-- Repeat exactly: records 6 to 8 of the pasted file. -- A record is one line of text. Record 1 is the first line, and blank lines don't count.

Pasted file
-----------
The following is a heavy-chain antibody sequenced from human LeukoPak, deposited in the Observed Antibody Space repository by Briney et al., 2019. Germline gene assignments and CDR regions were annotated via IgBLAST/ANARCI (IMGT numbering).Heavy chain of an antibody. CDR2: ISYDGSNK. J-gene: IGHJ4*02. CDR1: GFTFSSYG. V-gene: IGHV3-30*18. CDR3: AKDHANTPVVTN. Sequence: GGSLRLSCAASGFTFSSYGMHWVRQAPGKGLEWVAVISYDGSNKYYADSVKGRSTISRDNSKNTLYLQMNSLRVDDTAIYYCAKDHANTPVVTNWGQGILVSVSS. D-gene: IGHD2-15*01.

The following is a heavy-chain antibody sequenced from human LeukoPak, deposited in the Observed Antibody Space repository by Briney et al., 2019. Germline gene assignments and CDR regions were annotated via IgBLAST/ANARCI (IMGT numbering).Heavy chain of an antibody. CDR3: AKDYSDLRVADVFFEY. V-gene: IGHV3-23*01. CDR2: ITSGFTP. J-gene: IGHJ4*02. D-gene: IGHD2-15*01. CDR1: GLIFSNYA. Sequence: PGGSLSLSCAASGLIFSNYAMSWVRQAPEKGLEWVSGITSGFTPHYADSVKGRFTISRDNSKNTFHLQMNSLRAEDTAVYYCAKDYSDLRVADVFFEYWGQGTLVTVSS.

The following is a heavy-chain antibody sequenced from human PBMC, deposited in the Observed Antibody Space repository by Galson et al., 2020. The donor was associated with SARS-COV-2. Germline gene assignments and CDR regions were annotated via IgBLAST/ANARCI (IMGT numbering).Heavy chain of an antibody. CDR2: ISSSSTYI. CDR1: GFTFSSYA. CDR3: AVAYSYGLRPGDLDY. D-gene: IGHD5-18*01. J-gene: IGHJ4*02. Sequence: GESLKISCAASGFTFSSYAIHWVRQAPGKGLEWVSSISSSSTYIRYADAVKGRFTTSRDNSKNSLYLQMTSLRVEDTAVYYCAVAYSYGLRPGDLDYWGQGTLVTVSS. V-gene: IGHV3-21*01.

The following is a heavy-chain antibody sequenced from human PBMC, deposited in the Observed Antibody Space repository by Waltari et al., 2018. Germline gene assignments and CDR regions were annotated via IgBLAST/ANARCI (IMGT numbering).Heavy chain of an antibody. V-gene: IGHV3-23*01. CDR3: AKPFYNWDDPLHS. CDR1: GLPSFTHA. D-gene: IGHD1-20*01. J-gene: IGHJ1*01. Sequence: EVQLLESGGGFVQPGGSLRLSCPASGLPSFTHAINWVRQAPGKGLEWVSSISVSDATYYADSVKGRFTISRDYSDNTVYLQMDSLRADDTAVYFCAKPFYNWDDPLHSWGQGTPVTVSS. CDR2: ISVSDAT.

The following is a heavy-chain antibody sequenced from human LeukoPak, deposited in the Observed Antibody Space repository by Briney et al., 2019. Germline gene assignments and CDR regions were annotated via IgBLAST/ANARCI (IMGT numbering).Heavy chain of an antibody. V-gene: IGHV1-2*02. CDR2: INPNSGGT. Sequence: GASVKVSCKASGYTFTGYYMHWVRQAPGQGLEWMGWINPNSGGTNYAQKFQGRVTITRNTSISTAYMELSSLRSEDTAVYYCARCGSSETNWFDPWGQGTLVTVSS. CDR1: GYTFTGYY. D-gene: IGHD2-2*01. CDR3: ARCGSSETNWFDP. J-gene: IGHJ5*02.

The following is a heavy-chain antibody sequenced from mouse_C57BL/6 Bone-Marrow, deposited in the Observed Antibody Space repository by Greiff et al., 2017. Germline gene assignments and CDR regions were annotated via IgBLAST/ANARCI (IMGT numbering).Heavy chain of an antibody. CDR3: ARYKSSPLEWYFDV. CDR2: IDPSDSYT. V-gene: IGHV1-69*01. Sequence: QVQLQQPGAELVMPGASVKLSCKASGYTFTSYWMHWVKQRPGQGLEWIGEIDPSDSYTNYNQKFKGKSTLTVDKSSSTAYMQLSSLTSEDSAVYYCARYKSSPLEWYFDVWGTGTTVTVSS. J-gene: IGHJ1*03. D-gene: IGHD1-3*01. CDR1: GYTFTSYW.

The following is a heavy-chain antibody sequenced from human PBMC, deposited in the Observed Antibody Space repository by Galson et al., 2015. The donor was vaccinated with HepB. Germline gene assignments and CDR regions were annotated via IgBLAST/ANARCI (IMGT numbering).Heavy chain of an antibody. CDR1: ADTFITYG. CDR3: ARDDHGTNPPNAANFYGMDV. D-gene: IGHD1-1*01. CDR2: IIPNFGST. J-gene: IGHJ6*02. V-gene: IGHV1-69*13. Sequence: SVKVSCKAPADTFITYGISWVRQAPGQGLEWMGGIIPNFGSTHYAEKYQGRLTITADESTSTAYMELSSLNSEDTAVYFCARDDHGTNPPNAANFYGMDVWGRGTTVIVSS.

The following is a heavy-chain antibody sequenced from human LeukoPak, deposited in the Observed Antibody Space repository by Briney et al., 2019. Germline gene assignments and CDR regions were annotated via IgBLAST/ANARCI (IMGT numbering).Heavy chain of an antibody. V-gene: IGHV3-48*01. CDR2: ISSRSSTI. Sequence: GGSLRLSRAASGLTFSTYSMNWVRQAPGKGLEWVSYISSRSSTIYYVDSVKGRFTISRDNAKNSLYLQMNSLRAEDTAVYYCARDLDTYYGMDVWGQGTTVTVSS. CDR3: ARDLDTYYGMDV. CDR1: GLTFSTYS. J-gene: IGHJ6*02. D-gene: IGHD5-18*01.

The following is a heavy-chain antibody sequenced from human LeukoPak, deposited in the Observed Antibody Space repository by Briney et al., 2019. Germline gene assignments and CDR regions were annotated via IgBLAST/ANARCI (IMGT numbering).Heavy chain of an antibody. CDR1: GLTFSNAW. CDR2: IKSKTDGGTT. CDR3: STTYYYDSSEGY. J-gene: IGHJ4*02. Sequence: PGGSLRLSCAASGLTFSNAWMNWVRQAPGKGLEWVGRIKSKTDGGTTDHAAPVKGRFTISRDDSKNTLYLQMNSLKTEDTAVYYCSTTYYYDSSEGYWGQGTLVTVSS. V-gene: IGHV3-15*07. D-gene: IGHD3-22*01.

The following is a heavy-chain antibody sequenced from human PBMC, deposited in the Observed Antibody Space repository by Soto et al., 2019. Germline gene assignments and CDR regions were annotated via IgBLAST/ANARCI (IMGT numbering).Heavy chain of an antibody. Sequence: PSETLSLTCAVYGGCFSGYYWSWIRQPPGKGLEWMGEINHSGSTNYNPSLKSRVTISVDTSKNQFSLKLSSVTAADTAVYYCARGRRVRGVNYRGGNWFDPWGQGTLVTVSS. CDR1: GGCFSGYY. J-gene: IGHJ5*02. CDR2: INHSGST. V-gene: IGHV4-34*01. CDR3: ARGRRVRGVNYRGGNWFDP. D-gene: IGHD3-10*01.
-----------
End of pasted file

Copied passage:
The following is a heavy-chain antibody sequenced from mouse_C57BL/6 Bone-Marrow, deposited in the Observed Antibody Space repository by Greiff et al., 2017. Germline gene assignments and CDR regions were annotated via IgBLAST/ANARCI (IMGT numbering).Heavy chain of an antibody. CDR3: ARYKSSPLEWYFDV. CDR2: IDPSDSYT. V-gene: IGHV1-69*01. Sequence: QVQLQQPGAELVMPGASVKLSCKASGYTFTSYWMHWVKQRPGQGLEWIGEIDPSDSYTNYNQKFKGKSTLTVDKSSSTAYMQLSSLTSEDSAVYYCARYKSSPLEWYFDVWGTGTTVTVSS. J-gene: IGHJ1*03. D-gene: IGHD1-3*01. CDR1: GYTFTSYW.

The following is a heavy-chain antibody sequenced from human PBMC, deposited in the Observed Antibody Space repository by Galson et al., 2015. The donor was vaccinated with HepB. Germline gene assignments and CDR regions were annotated via IgBLAST/ANARCI (IMGT numbering).Heavy chain of an antibody. CDR1: ADTFITYG. CDR3: ARDDHGTNPPNAANFYGMDV. D-gene: IGHD1-1*01. CDR2: IIPNFGST. J-gene: IGHJ6*02. V-gene: IGHV1-69*13. Sequence: SVKVSCKAPADTFITYGISWVRQAPGQGLEWMGGIIPNFGSTHYAEKYQGRLTITADESTSTAYMELSSLNSEDTAVYFCARDDHGTNPPNAANFYGMDVWGRGTTVIVSS.

The following is a heavy-chain antibody sequenced from human LeukoPak, deposited in the Observed Antibody Space repository by Briney et al., 2019. Germline gene assignments and CDR regions were annotated via IgBLAST/ANARCI (IMGT numbering).Heavy chain of an antibody. V-gene: IGHV3-48*01. CDR2: ISSRSSTI. Sequence: GGSLRLSRAASGLTFSTYSMNWVRQAPGKGLEWVSYISSRSSTIYYVDSVKGRFTISRDNAKNSLYLQMNSLRAEDTAVYYCARDLDTYYGMDVWGQGTTVTVSS. CDR3: ARDLDTYYGMDV. CDR1: GLTFSTYS. J-gene: IGHJ6*02. D-gene: IGHD5-18*01.